I love an intellectual debate. When I was here full-time [as CEO], I used to engage the program officers in conversations and, you know, I’d take a contrarian view just to find out what they were thinking and learning. I think it’s important to keep learning because as you learn, you sharpen your focus. And so my vision for the Foundation is that it continues to be a learning community and that, from learning, it gets better and sharper and more focused and more valuable to what’s going on in the city.
N I am very excited. I am honored and proud to be part of this Foundation. Every time I sit in a meeting and I listen to the program officers, I am awed by their knowledge. You can ask them any question, they have an answer, an understanding. And they’re very passionate. That’s the word I always come back to. They are so incredibly passionate about what they do. So, while I know it will be a learning curve and I will be listening and asking a lot of questions, it’s also such a privilege to be able to carry the family name and intentions forward as a Board member.
N Oh, I have a whole list of things! I’ve lived in Chicago since I graduated college, and Chicago will always be my home. Chicago is a culturally and racially diverse city, and I find it to be vibrant, with so much to offer. Theatre, dining, parks, hiking, neighborhoods with a variety of cultural experiences, and people who care so much about each other. I think there’s always a place to reach out for help if you need it. It’s a gorgeous city, all around.
N That’s a good question! As I step into this role, I have to say it’s challenging to fill your shoes. You’re brilliant, smart, intuitive, and I’ve learned from you. I want to continue the path that you, the rest of the Board and the staff have developed. I’m here to learn and to be a sort of foundation for the Foundation, as the Chair. I’m excited to see where the Foundation’s racial equity work will take us, and how it will help us grow and adapt. Stepping into this role, and being a part of an organization that’s helping Chicago, is such an honor and privilege. And it’s heartwarming as well, knowing this is part of our family’s legacy. That matters so much to me.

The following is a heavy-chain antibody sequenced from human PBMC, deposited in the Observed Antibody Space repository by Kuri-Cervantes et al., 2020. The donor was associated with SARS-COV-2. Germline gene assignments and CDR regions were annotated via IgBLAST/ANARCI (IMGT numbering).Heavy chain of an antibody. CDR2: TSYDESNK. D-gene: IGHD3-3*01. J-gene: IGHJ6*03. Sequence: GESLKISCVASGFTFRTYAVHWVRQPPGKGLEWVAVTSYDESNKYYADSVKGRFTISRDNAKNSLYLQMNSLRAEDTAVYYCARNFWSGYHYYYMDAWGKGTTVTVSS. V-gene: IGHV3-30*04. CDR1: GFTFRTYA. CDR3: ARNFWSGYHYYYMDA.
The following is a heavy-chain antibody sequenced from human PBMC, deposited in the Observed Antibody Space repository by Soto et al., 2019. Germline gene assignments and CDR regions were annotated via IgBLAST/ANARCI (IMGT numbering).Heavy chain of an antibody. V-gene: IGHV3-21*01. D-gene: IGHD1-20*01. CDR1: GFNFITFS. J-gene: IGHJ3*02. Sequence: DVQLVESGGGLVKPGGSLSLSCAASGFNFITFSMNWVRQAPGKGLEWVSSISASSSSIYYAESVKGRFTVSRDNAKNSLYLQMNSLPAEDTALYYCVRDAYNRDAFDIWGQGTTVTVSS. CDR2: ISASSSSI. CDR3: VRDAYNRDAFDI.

N The family part is absolutely inspiring, that’s just a given. I think what the Foundation does is incredible, and the work of its many grantee partners is so powerful. As I read more and listen more and learn more, it’s clear to me the impact being made, on people’s lives and social service agencies and the arts and healthcare and education. I think this all makes Chicago stronger. It’s an inspiration just to be part of it.
I just look around the table every time I’m in this Board room and am awed by all the work and passion. I know the program officers live this, it’s part of who they are. It’s not like they shut the door at the end of the day and go home and forget it all. I have a feeling they’re always thinking about these issues or seeing ways to help. So I find that valuable and important.
N Absolutely, and when I try to explain what I’m doing to other people who are not involved in this world, I’m always talking about the program officers. They live this, and they know it deeply. And you know they sleep and dream this. I am always fascinated with the level of passion they have for what they do. That’s inspirational. They’re inspirational to me. They’re the ones that keep me saying, “Wow, this is really amazing.”